Do you want to run faster? Chase somebody. If you are chasing somebody, you are inclined to run faster. Why?
For starters, there’s the associated adrenaline dump that goes with it. Then there is the anxiety that your opponent may feel knowing they could get fetched, causing them to tense up and inhibit their speed. At the very least, the urgency triggers a response to hustle.
A football highlight that comes to mind is when D.K. Metcalf (Seattle Seahawks) caught Budda Baker (Arizona Cardinals) after an interception in an NFL game, but I’m sure you’ve seen clips of it at every level and in different sports. Just like when a basketball player hustles back on defense during a fast break and blocks the shot at the last second.
Now, let’s think of chasing with a natural backdrop, as in the wilderness.
Maybe you’ve seen something on Animal Planet or National Geographic where a predator is chasing its prey. One of my favorite scenes I think of is the episode of Planet Earth II when the iguana is being chased by snakes. Even funnier--it was set to the NFL Primetime theme. The Internet doesn’t lose, and lucky for the iguana, it didn’t either.
So, let's take these elements of speed we've witnessed and transform them into a type of training. In this case, it’s very simple to do.
Any time you are going to utilize a drill where there is a competetive element, match up two athletes who are comparable in speed, strength or whatever the applicable skill is.
Have those two athletes sit on the ground facing the same direction with their legs straight and feet apart (you'll essentially have one athlete in front of the other). The front athlete sits just forward of the back athlete's shoe bottoms--without touching. The main reason to start on the ground is it creates a level-playing field so the athletes can’t cheat or lean into the start.
On the coach’s command, they both get up to sprint to a cone 10-15 yards away.
You can establish one of two objectives:
1. For a shorter distance, the rear athlete attempts to tag the front runner. My suggestion is just the outside of the shoulder.
2. For a longer distance, the rear athlete attempts to pass the front runner to the cone.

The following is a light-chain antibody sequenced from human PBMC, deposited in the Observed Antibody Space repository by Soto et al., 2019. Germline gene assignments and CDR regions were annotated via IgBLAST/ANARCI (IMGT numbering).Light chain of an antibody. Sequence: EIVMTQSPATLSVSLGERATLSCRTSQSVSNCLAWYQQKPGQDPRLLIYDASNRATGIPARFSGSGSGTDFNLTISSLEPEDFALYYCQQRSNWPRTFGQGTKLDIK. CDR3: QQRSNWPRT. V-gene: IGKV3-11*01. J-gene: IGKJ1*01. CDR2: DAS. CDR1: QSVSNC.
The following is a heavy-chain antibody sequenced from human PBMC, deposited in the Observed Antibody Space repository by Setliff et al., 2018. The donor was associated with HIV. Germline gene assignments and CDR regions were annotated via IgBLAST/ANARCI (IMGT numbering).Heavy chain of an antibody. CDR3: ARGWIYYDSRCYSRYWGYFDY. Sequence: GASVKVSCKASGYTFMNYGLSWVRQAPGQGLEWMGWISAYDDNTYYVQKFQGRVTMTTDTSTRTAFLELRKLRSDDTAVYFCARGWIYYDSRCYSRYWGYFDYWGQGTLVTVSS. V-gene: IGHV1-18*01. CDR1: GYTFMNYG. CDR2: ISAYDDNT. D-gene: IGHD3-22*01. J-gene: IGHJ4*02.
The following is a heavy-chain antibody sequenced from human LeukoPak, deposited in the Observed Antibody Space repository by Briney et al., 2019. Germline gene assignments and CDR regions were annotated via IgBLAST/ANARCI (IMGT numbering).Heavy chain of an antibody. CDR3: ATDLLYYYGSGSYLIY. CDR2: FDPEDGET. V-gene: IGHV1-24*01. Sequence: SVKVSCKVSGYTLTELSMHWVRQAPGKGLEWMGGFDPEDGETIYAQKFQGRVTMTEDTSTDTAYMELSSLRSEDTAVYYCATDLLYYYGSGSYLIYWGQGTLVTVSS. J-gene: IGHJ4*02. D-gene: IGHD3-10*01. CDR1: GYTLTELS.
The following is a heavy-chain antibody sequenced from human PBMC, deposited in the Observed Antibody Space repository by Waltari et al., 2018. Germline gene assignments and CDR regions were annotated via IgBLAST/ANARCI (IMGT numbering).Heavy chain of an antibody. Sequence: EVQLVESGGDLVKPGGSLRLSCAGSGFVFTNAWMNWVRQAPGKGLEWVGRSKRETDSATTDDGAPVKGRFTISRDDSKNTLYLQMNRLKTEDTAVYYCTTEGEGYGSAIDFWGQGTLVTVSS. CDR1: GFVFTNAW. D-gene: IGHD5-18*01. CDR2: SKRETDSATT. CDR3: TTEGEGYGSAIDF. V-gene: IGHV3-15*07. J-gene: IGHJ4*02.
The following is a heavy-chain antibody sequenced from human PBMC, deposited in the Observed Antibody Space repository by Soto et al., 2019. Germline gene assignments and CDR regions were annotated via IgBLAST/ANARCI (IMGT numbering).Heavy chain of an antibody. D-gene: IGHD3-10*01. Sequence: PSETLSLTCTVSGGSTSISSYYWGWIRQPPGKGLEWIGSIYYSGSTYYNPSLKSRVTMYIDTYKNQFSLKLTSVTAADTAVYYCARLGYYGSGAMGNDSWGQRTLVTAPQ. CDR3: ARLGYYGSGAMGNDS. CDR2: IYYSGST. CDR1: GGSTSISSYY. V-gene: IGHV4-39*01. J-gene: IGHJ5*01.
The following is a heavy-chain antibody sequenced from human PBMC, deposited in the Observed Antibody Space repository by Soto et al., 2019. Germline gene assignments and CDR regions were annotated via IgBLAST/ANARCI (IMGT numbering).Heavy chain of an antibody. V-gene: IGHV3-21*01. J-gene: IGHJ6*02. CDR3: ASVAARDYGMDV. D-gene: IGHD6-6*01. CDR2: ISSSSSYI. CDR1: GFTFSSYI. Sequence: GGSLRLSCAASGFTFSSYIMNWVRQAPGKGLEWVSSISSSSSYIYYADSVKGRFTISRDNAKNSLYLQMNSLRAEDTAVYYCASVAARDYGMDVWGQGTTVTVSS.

Either way, the race is on. As you will see it creates a sense of urgency by both runners.
The ideal time to utilize this is as a final drill to conclude the lead up portion of training. It finishes the build up to full-speed training.
In the King Sports Training world of doing-whatever-works, one of the laws of training in any place is, “Anything that marks a distance is a cone.” A water bottle, a clip board, etc. If you need movable cones to adjust for drill changes, I have used spectators as “kid cones” while they rest and rotate. It all works.
We are often trying to help coaches manage their ratio. It’s always a challenge to have effective training with numbers, so activities that don’t require equipment are helpful.
If you want to introduce an apparatus, you can use ladders and hurdles.
Ladder races are best with two half ladders side by side. No matter what pattern you choose, a fair start is a must.
You can simply have an athlete behind them in line clap. Instead of “ready, set, go,” I recommend a “set,” pause (as they set) and clap as soon as they are ready. Don’t waste time playing games with the start.
If there is a false start, reset once. It’s not worth wasting too much time.
The most important thing to enforce is that any misstep on the pattern is a “DQ.” Skipping a box is cheating in this drill, but that’s already standard protocol for the ladder anyways. The athlete to complete the pattern and fully exit the ladder, wins.
This drill can have a little more variation. Like the ladders, you need two lanes next to each other. The caveat is that one can be a short course of eight hurdles at 3-foot spacing and the other can be a short course of six hurdles at 4-foot spacing. Both lanes finish at the same place but require a different stride length.
Same method for a fair start. The athlete who steps past the last hurdle first is your winner. If anybody kicks over a hurdle, that’s a DQ.
Depending on the age of your athletes, this drill will give an advantage to the athlete in a certain lane. Typically the athlete with the 3-foot spacing will win due to it being a short course but a longer course naturally allows the 4-foot spacing to pick up more speed.
You can play with the amount of hurdles, too. It doesn’t necessarily need to be even. Adjust according to the level of your kids.
The easiest application of this with cones and change of direction is the Shuttle Mirror drill.
You have a standard set up with three cones, five yards apart in a linear path. Athletes are positioned on both sides facing the cone, thus facing each other. On the command or clap (whatever whistle you decide), they both perform a standard shuttle.
The movement pattern doesn’t matter as long as they are consistent. The direction doesn’t necessarily matter, either. What’s fun about this one is you can let them decide what direction they want to go. If they start opposite directions it doesn’t matter because they are both finishing at the same place.
The most important thing here is that they touch the line equally at the change of direction. I prefer a hand-touch, but a foot-touch is sufficient as long as they are on the same page.
The winner is the athlete who passes their torso through the middle cone first.
I want to be clear that I reserve drills like these for the opportune moment. Racing is something that doesn’t always work in training. The best example is the High Speed 110s. We don’t race when we are doing that kind of high speed work.
The time to do the above is when you notice your kids need something dynamic. We are always trying to be mindful of morale and you know your teams the best. Gauge when you can keep the training standard and when you might need to stir up your athletes’ competitive fire.
Every day to prepare-CBK